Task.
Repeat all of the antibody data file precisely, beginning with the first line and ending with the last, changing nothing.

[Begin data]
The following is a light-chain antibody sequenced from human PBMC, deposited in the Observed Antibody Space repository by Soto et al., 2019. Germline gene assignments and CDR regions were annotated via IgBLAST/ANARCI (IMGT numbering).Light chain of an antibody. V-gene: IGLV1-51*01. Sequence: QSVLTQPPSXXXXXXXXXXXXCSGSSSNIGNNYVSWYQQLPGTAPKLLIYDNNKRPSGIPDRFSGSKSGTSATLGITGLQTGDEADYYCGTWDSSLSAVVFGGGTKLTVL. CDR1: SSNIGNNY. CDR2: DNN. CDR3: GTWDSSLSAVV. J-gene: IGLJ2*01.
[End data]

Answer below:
The following is a light-chain antibody sequenced from human PBMC, deposited in the Observed Antibody Space repository by Soto et al., 2019. Germline gene assignments and CDR regions were annotated via IgBLAST/ANARCI (IMGT numbering).Light chain of an antibody. V-gene: IGLV1-51*01. Sequence: QSVLTQPPSXXXXXXXXXXXXCSGSSSNIGNNYVSWYQQLPGTAPKLLIYDNNKRPSGIPDRFSGSKSGTSATLGITGLQTGDEADYYCGTWDSSLSAVVFGGGTKLTVL. CDR1: SSNIGNNY. CDR2: DNN. CDR3: GTWDSSLSAVV. J-gene: IGLJ2*01.